on how similar the two industries are.

In the search page and other parts of the website, it would be useful for us to be able to
compare two different industries whether they belong to the same parent node or not. For example, if user chooses an industry in the on boarding process, we should be to recommend another industry based on the selected industry. This not only makes sure that user would choose consistent industries taxonomies but also exposes the similar industries she may not know. This is something we planned to do, but let’s look at how this feature is put into the production right now.

Industry Ordering In-App Search

In the app-in search page, when user selects a particular industry in the industry facet search,
we want to order the industries of the documents(campaigns, projects and companies)
based on the selected industry. Since we do not limit the number of industries for projects,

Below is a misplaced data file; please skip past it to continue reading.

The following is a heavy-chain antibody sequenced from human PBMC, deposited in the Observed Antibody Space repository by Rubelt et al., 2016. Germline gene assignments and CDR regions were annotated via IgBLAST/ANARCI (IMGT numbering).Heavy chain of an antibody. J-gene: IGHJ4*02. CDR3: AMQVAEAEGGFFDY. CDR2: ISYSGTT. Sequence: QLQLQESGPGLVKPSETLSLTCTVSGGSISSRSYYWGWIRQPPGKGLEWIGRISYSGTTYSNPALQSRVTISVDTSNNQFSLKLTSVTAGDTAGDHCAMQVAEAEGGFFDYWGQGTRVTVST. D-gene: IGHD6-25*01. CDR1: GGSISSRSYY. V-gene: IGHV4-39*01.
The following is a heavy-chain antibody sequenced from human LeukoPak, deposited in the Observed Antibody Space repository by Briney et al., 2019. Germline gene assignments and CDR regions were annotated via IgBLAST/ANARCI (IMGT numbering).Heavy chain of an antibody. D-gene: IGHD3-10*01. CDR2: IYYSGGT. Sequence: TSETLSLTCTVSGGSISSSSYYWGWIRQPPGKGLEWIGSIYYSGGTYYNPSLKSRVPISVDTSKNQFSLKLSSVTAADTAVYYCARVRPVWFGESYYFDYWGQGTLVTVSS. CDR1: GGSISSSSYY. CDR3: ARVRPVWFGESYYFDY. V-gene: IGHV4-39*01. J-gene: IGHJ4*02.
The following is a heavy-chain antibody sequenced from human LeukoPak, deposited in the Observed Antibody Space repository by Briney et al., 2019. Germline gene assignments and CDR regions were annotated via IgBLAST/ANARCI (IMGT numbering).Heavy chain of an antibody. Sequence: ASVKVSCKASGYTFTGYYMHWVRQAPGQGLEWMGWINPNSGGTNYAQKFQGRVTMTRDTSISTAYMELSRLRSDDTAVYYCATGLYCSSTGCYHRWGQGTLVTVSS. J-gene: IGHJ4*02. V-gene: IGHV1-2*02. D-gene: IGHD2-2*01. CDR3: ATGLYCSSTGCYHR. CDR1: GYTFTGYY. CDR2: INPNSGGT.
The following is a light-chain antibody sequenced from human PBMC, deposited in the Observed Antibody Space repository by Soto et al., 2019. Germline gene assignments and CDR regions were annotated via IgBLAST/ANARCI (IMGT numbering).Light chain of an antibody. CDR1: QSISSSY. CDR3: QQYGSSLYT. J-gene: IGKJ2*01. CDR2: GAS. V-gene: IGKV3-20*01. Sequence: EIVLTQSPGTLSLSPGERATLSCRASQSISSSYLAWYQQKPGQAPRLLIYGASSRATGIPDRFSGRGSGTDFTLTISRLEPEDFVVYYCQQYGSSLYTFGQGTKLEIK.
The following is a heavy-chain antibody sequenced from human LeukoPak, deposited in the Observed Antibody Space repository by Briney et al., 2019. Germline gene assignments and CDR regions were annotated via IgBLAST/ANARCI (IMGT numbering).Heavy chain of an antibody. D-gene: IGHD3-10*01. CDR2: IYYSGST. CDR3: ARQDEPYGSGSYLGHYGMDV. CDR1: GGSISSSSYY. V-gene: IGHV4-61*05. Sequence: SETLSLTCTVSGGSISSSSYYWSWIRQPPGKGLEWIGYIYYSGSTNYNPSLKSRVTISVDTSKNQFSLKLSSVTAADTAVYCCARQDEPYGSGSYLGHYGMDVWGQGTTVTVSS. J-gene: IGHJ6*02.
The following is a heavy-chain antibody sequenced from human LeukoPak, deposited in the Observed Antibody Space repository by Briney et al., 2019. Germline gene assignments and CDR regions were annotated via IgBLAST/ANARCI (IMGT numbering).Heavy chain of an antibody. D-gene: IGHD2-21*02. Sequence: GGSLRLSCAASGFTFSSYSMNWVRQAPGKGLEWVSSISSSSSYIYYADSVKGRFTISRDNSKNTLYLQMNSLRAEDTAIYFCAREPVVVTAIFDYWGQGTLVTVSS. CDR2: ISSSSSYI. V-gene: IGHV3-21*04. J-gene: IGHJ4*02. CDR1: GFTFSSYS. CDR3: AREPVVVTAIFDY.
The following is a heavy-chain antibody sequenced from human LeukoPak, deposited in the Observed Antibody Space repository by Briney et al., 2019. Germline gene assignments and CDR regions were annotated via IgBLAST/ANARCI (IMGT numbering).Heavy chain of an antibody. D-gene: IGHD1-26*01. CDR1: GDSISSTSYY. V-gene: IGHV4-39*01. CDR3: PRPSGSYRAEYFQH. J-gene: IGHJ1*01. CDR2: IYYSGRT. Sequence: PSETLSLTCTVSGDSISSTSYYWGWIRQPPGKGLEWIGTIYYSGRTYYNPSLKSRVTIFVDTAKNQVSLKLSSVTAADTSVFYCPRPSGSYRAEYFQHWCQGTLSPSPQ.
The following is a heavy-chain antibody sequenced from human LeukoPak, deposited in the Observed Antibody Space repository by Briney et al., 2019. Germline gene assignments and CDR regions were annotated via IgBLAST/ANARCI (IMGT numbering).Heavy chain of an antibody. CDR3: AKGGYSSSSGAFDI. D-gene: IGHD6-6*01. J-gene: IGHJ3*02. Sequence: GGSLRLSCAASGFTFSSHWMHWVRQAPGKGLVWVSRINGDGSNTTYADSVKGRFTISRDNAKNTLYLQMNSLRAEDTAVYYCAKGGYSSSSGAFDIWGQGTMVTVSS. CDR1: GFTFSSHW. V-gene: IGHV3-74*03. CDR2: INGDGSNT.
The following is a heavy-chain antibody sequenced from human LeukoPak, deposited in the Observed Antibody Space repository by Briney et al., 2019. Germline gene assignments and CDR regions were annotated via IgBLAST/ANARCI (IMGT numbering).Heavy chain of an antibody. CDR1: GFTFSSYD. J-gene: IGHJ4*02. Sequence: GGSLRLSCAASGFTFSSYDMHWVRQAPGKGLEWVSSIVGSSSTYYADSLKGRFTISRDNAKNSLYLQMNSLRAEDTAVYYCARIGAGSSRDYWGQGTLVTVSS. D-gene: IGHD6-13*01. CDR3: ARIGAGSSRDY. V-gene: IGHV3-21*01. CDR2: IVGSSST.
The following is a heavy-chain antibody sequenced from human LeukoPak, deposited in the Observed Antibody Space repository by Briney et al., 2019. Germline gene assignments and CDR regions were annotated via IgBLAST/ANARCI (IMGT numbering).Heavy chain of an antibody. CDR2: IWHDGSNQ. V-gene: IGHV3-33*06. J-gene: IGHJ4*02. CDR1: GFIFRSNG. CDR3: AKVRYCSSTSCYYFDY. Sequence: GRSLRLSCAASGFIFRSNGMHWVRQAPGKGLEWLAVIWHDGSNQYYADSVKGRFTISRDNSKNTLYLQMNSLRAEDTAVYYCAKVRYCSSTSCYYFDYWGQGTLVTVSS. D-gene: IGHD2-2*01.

the ordering of the industries for the project would become quite handy to compare against
the industry facet.

Similarity in General

For other parts of the website, we could measure the similarity between industries when we want to compare how similar the two documents are in terms of industries they are assigned to or how good the match relationship between campaing and a project. Producing a similarity metric for industries gives a proxy on how similar two documents are.

Industry Similariy via Jaccard Index

In order to do so, we used Jaccard Index to measure similarities between industries based on
campaign keywords that are associated to each industry. Let’s review what a Jaccard Index is and
then I will explain how it is used to measure similarity between two industries.

Jaccard Index

Jaccard Index is a statistic to compare and measure how similar
two different sets to each other. It is a ratio of intersection
of two sets over union of them.
jaccard(A, B) = \frac{A \cap B}{A \cup B}

If you have representative finite number of elements for a particular